By Monique Demarais and Jeanice Davis
The case has been closed on the unnamed mystery novel writer residing at RSU. Nathan Reynold’s representative, Quentin Taylor, admitted he was the novel’s author.
Reynolds is the pseudonym used by Taylor, and name of The Black Valise main character.
“For the last dozen years or so I’ve been active in academic writing and publishing. I don’t really have any hobbies outside of writing and travel,” said Taylor, so he decided to try his hand at fiction writing.
Taylor said he worked on The Black Valise for three years before writing the story in a three-month time span.
Taylor describes the novel as burlesque with elements of the mysterious. The story is set in the late 1800s and revolves around Reynolds, who is an attorney, and his troublesome involvement with a secret society known as the Long Pagan Knights.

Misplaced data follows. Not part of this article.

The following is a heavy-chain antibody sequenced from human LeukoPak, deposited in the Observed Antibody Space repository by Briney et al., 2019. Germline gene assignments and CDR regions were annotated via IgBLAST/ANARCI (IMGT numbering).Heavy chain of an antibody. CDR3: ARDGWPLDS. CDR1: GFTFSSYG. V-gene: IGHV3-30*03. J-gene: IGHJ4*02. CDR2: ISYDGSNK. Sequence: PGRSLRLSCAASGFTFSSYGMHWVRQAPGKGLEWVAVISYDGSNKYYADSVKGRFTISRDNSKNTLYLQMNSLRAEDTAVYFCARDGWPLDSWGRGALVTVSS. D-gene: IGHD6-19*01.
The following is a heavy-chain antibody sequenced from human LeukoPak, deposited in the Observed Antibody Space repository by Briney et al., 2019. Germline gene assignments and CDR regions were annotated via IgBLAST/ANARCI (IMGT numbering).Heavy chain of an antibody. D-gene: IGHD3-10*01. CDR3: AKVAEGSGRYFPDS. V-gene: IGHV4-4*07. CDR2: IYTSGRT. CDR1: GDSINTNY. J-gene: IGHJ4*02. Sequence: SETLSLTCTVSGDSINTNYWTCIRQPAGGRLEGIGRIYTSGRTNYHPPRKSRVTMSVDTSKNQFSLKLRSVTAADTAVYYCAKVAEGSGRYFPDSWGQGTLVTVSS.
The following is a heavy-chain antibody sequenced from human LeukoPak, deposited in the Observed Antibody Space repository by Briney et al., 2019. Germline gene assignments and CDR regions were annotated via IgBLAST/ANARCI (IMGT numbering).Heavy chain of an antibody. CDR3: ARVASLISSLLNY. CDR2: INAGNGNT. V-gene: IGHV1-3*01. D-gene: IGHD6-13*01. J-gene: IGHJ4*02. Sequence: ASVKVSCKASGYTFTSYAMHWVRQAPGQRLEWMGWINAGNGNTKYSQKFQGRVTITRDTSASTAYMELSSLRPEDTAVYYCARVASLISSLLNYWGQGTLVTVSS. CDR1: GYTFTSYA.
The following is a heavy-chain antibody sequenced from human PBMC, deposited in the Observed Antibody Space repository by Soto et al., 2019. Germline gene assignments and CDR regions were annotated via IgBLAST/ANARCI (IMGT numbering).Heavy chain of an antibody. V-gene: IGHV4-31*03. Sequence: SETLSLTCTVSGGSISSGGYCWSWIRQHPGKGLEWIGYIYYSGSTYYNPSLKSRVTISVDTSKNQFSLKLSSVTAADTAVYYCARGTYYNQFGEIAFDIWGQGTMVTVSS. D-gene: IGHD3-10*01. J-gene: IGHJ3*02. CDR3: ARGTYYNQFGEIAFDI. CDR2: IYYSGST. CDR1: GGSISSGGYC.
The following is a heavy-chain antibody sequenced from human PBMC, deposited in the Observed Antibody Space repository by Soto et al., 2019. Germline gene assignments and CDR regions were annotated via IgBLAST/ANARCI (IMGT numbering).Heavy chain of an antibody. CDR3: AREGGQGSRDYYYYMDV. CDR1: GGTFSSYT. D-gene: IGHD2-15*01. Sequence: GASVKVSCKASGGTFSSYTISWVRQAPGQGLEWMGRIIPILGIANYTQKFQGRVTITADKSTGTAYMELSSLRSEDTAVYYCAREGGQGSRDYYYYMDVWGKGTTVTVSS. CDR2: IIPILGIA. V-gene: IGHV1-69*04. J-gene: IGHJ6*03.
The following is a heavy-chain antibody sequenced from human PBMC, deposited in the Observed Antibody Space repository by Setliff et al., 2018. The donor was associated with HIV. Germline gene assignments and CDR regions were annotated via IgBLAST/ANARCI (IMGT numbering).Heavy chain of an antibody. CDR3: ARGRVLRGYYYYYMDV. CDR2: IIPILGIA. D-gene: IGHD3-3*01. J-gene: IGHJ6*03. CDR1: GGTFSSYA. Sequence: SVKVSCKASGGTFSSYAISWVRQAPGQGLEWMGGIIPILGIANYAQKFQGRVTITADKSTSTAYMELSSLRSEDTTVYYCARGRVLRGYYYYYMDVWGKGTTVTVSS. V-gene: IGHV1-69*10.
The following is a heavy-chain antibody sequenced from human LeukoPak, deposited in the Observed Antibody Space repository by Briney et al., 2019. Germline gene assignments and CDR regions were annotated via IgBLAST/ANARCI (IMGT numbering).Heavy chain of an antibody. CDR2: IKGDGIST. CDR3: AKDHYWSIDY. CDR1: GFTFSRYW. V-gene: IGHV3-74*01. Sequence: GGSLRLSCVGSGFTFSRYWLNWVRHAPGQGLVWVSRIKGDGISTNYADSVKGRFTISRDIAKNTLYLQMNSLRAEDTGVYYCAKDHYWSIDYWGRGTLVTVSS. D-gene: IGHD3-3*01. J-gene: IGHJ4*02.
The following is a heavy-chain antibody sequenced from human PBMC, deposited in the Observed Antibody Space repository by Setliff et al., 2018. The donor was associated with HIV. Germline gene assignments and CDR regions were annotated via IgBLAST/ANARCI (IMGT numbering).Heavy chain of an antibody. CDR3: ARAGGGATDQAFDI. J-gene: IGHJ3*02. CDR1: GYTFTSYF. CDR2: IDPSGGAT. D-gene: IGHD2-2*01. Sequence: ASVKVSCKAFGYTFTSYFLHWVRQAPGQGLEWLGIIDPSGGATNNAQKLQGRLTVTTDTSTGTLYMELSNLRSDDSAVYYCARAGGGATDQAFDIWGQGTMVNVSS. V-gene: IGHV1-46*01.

“On the surface, it’s a mystery novel, full of intrigue and adventure” Taylor said. “But it’s really a work of irony and satire. That’s what sets it apart and makes it interesting for the sophisticated reader.”
According to Taylor, the novel is targeted towards anyone with at least a sixth-grade reading level, a free ten dollars, and an appreciation of belles letters (a style of writing regarded for its aesthetic value).
The novel is part of a projected series of books to be authored by Nathan Reynolds, including Crown Loyal and The Famillionaire.
“I wrote The Black Valise in order to try something different. I’ve been reading classic novels for years and thought I’d try my hand at writing something passable,” said Taylor.
Taylor is originally from Kansas City, MO, and before moving to Oklahoma and joining RSU in 2001, Taylor lived in Texas and California. He teaches courses in history and political science.
He said he began his teaching career with the intention of teaching high school, but after his stint of student teaching decided to become a professor.
“I enjoy it,” said Taylor, “and it’s nice to be compensated for it.”